The castle was built around the middle of the 13th century from the foundation of Andrew, son of Ivank, a member of the Hont-Poznański family and at the same time the founder of the noble Forgacs family. At the beginning of the 14th century, the fortress was conquered and occupied by the armies of wielding the western part of today’s Slovakia, the Hungarian magnate – Matthew Csák. Some time later, the castle was taken over by the royal army, and returned to the Forgacs.
In 1576, Gýmeš was conquered and destroyed by the Turks. During the reconstruction, a southern ward was created, the castle was also adapted around 1613 to the fire defense, bringing bastion fortifications. In spite of this, in 1619 it was again invaded and destroyed, this time by the army of the prince of Transylvania, Gábor Bethlen. After this event, the Forgacs rebuilt the castle and despite continuous Turkish attacks and invasions (in 1663 and 1671) they lived in it until the beginning of the 19th century. Then the stronghold was so neglected and destroyed that the family decided to leave it.
The castle was erected on the top of rocky mountain at an altitude of 514 meters above sea level. The earliest phase consisted of a circumference of defensive walls that closed the triangular inner courtyard. On its southern side a four-sided tower was erected – a keep, serving a residential and defensive functions, and on the eastern side a semi-cylindrical tower. The keep from the south-east and south-west sides was strengthened by powerful buttresses. Additional building was attached to the south-eastern curtain.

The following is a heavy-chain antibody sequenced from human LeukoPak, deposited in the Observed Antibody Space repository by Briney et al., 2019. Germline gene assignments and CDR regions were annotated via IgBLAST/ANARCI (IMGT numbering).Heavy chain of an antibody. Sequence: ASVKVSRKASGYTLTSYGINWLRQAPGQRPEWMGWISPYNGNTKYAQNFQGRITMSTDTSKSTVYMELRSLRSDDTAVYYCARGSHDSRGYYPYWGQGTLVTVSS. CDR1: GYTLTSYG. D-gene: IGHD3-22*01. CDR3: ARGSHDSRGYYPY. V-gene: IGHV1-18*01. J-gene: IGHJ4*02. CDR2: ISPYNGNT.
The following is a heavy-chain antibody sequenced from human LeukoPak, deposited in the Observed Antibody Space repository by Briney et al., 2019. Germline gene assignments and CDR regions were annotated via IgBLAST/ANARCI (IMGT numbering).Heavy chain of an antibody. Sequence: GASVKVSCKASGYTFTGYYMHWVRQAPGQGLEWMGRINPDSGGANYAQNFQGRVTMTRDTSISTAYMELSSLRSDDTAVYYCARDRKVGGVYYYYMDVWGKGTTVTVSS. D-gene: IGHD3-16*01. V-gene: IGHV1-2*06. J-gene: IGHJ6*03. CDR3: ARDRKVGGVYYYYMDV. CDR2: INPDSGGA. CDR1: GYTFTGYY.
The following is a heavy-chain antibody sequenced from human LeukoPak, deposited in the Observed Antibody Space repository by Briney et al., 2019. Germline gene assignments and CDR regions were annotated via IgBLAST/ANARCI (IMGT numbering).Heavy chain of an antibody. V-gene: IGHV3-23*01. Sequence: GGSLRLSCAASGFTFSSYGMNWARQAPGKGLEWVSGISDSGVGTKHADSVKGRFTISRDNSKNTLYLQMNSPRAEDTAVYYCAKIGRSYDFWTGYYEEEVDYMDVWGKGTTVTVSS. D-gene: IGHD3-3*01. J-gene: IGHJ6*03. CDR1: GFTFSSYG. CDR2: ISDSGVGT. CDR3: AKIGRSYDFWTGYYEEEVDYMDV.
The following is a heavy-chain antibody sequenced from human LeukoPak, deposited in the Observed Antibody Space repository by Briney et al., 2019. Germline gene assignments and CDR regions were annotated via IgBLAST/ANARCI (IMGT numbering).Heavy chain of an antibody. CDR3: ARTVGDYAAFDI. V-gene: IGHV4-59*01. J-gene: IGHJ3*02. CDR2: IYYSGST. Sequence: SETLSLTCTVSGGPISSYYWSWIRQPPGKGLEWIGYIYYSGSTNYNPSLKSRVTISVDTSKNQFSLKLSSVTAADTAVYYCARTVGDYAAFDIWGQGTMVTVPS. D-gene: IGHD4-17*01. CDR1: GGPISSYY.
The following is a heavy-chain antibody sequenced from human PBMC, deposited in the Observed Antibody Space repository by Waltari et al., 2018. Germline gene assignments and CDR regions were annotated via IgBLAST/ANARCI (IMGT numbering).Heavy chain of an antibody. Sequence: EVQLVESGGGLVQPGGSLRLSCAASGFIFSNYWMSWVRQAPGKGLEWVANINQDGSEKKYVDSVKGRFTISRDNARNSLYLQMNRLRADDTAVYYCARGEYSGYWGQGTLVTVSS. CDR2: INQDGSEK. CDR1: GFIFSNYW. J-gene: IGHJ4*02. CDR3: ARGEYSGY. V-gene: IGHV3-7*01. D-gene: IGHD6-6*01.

At the end of the 13th century, Thomas, one of the sons of the owner of the castle, Andrew, erected his own castle on the eastern side of the fortress, at a distance of 35 meters. It had the form of a four-sided, irregular shape, and at that time it was not yet connected by a defensive wall with the original castle. The merger of both buildings took place in the first half of the 14th century during the reign of Matthew Csák. From the north and south-east sides, two lines of defensive walls were then led (south-east was twice slightly bent), which separated the eastern ward. In its southern part, a four-sided gate tower was erected. Until the end of the Middle Ages, two more residential buildings were erected in the upper ward.
The castle has survived in the form of a ruin with significant fragments of defensive walls, preserved to the level of the second storey with the main tower, partially preserved semi-cylindrical tower and a early modern castle chapel. Recently, cleaning and rescue works have been carried out. Entrance to the fortress area is free.
Bóna M., Plaček M., Encyklopedie slovenských hradů, Praha 2007.
Wasielewski A., Zamki i zamczyska Słowacji, Białystok 2008.